• Client: European Commission - DG Research & Innovation (RTD)
  • Implementation period: 2013 - 2016 (Completed)
  • Geographic coverage: European Union

What is required in terms of research and in terms of new policy to create large-scale transformation of industrial CO2 emissions into value-added products?

SCOT (Smart CO2 Transformation) was a collaborative European project in the area of Carbon Dioxide Utilisation (CDU). The main objective of the project was to define a Vision and a Strategic European Research and Innovation Agenda for Europe in the field of CDU (papers available for download below). Carbon dioxide utilisation is a broad term that covers a variety of innovative industrial processes, which use CO2 from point source emitters (and in the future from direct air capture) as a feedstock to transform CO2 into value-added products. Therefore, CO2 is treated as a resource, rather than a waste. SCOT’s Strategic Research Agenda and the Action Plan were designed to move European policy towards this new paradigm.

The SCOT project focused on CO2 transformation technologies and processes (see figure), and therefore other related technologies such as those for capturing, transport and sequestration of CO2 (CCS) were not elaborated in detail. Direct physical uses of CO2 without a transformative step (like enhanced oil recovery, using CO2 as a solvent, as a plant growth promoter in greenhouses, or in carbonated drinks) were also outside the focus of the SCOT project. However, CCS is nonetheless considered to be complementary rather than competitive in nature, and they both share the need for efficient capturing CO2 from flue gasses.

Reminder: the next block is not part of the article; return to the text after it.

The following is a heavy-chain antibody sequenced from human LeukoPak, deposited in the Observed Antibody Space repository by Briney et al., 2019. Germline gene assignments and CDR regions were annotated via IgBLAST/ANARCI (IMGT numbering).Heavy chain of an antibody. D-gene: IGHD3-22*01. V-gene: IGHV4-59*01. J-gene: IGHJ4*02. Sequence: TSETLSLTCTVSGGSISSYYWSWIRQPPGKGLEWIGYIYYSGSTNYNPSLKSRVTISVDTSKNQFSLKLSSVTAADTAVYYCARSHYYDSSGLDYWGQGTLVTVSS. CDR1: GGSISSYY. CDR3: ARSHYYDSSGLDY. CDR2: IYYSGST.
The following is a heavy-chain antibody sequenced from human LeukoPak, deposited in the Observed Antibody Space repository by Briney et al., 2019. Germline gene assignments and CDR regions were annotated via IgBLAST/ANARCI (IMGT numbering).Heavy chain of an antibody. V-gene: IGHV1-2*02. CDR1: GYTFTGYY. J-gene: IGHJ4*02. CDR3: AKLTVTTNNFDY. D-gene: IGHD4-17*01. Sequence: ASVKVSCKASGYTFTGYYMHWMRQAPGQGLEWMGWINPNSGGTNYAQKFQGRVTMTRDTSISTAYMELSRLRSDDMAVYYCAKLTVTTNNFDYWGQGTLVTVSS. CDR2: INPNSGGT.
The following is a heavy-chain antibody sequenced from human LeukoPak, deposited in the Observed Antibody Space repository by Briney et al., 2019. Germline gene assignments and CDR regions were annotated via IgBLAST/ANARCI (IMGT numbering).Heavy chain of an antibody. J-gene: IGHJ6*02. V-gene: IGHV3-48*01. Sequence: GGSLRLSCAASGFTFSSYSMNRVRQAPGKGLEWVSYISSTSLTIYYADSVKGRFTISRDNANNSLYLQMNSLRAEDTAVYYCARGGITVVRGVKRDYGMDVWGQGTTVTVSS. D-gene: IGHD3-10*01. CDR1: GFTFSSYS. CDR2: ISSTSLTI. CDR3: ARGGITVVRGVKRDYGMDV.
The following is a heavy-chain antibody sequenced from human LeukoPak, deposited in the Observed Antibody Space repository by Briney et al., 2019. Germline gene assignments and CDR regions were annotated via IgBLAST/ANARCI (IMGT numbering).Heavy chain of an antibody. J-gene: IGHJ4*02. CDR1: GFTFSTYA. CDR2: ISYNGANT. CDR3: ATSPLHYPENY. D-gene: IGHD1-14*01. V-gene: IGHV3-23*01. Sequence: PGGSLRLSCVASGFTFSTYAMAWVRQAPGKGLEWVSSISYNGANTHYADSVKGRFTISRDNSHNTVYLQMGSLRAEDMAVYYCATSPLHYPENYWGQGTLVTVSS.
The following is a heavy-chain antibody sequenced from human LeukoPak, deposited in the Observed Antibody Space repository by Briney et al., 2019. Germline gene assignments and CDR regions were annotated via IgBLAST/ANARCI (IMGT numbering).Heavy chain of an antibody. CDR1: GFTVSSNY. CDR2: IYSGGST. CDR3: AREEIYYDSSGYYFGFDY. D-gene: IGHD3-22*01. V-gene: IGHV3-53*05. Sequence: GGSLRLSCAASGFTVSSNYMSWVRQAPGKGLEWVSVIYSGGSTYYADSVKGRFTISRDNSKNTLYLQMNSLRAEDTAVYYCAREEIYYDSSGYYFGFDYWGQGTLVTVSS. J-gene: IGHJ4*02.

Download SCOT vision documentDownload the project’s Strategic European Research and Innovation Agenda
The CO2 value chain. Source: Final Report.

Examples of things that can be made with CO2

  • Chemicals from CO2: A vast array of chemicals can be produced using CO2 as a feedstock. Ongoing research is primarily focusing on methanol, polymers, urea, carboxylates, carbonates, olefins and the discovery of new catalysts and mechanisms for these reactions.
  • Synthetic fuels of non-biological origin: CO2-derived synthetic fuels would likely be drop-in replacements for liquid or gas fossil fuels and can directly replace fossil fuels in Europe’s existing natural liquid/gas fuels infrastructure without major modification. Long haul transport and aviation are a key target for CO2-derived fuels as these areas are the most challenging to decarbonise due to the energy density required for their fuels. Only when the CO2 used is from non-fossil origins, the remaining CO2 output after combustion of the fuel is no burden for the climate.
  • Building materials and stabilised waste products: CO2 utilisation technologies also offer process integration opportunities with the potential to convert low-value materials into useful higher-value products for the building sector (e.g. synthetic aggregate), which also provides a CO2 utilisation route that can permanently sequester CO2.